- Laplace's desire to take a leading role in physics led him to become a founder member of the Société d'Arcueil in around 1805.
- The group strongly advocated a mathematical approach to science with Laplace playing the leading role.
- This marks the height of Laplace's influence, dominant also in the Institute and having a powerful influence on the École Polytechnique and the courses that the students studied there.
- After the publication of the fourth volume of the Mécanique Céleste Ⓣ(Celestial mechanics), Laplace continued to apply his ideas of physics to other problems such as capillary action (1806-07), double refraction (1809), the velocity of sound (1816), the theory of heat, in particular the shape and rotation of the cooling Earth (1817-1820), and elastic fluids (1821).
- Arago, who had been a staunch member of the Society, began to favour the wave theory of light as proposed by Fresnel around 1815 which was directly opposed to the corpuscular theory which Laplace supported and developed.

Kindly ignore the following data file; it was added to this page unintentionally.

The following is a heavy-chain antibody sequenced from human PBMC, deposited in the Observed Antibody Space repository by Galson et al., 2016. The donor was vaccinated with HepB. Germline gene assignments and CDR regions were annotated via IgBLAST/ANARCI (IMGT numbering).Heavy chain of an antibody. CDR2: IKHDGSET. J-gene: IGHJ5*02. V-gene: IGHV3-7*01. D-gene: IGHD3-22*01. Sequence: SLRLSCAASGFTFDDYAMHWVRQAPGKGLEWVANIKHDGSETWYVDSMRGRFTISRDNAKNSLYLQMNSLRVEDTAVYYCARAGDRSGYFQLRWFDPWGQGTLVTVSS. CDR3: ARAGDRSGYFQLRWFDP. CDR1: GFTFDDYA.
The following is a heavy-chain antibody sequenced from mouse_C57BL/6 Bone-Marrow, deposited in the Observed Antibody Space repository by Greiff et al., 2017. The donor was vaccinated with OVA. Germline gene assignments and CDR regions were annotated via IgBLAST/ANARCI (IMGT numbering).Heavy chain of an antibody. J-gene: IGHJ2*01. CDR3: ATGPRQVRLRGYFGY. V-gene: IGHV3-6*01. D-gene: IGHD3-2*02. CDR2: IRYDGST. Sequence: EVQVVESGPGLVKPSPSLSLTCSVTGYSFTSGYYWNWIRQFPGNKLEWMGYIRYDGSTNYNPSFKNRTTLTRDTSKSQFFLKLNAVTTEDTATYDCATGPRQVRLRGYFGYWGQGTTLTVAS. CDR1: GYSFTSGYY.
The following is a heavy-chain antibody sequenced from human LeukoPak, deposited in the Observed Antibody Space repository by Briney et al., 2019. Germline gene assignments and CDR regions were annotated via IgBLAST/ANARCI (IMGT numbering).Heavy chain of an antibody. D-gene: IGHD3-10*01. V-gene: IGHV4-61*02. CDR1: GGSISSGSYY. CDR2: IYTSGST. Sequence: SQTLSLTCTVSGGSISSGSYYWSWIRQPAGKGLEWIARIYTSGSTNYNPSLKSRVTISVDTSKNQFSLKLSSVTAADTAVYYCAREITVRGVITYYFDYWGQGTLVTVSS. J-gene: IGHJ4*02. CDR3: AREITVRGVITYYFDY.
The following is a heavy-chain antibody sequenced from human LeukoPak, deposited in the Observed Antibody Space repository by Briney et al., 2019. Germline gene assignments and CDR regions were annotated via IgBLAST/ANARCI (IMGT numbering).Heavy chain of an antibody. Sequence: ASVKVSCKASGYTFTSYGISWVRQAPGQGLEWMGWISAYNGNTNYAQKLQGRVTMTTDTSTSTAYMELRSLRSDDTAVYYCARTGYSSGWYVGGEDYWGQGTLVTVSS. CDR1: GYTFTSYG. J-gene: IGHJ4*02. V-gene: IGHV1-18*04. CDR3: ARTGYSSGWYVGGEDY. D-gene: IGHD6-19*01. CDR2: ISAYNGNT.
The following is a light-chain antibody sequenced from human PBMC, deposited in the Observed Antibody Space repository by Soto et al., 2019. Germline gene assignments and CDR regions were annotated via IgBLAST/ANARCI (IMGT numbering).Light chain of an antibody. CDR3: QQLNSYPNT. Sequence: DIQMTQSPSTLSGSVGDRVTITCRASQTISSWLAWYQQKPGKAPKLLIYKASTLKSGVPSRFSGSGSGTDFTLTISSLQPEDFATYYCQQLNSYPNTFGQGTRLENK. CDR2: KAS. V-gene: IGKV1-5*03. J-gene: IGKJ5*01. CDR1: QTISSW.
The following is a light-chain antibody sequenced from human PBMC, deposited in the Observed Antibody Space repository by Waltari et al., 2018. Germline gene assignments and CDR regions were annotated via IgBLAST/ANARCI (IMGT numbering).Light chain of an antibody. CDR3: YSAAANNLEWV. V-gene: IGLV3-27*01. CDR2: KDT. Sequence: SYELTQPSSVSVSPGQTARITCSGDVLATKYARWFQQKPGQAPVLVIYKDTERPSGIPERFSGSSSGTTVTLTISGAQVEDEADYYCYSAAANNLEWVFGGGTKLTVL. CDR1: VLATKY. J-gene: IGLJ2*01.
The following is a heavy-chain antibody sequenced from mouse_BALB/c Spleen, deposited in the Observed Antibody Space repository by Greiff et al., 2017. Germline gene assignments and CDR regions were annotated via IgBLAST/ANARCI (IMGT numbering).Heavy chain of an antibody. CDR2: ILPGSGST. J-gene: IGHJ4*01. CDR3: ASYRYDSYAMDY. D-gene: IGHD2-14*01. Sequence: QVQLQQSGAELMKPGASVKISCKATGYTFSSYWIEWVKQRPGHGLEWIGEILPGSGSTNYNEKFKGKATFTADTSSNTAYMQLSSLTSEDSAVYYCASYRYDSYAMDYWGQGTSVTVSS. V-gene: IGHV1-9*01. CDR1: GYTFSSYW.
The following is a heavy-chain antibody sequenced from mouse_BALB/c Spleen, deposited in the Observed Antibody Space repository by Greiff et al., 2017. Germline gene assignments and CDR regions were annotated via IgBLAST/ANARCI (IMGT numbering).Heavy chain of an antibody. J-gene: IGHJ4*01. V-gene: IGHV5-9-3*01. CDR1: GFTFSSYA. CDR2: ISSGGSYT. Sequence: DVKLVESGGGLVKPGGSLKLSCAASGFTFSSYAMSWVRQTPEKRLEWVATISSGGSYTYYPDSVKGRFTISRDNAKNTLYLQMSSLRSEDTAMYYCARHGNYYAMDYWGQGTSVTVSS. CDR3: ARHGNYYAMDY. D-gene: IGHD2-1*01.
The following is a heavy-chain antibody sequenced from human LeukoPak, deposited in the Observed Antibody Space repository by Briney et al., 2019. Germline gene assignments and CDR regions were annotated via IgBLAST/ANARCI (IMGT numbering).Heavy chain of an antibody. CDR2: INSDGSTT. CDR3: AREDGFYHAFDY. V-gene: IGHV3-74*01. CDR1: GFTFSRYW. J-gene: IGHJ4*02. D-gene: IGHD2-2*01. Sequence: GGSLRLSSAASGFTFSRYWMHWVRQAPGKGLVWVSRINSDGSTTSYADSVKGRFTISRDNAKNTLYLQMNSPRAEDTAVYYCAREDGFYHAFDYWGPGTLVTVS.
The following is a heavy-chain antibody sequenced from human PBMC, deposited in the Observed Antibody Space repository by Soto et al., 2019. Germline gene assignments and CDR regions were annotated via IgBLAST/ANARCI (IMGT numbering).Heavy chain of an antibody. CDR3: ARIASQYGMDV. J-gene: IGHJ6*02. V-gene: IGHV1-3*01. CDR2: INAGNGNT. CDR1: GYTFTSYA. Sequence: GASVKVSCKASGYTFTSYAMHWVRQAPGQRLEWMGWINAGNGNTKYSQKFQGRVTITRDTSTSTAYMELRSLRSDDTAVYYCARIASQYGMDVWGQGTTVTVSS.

- Many of Laplace's other physical theories were attacked, for instance his caloric theory of heat was at odds with the work of Petit and of Fourier.
- However, Laplace did not concede that his physical theories were wrong and kept his belief in fluids of heat and light, writing papers on these topics when over 70 years of age.
- At the time that his influence was decreasing, personal tragedy struck Laplace.
- In 1814 Laplace supported the restoration of the Bourbon monarchy and cast his vote in the Senate against Napoleon.
- On the morning of Monday 5 March 1827 Laplace died.
- Surprisingly there was no quick decision to fill the place left vacant on his death and the decision of the French Academy of Sciences in October 1827 not to fill the vacant place for another 6 months did not result in an appointment at that stage, some further months elapsing before Puissant was elected as Laplace's successor.
Born 23 March 1749, Beaumont-en-Auge, Normandy, France. Died 5 March 1827, Paris, France.
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Tags relevant for this person:
Algebra, Analysis, Ancient Indian, Astronomy, Geography, Geometry, Physics
Thank you to the contributors under CC BY-SA 4.0!
Adapted from other CC BY-SA 4.0 Sources:
- O’Connor, John J; Robertson, Edmund F: MacTutor History of Mathematics Archive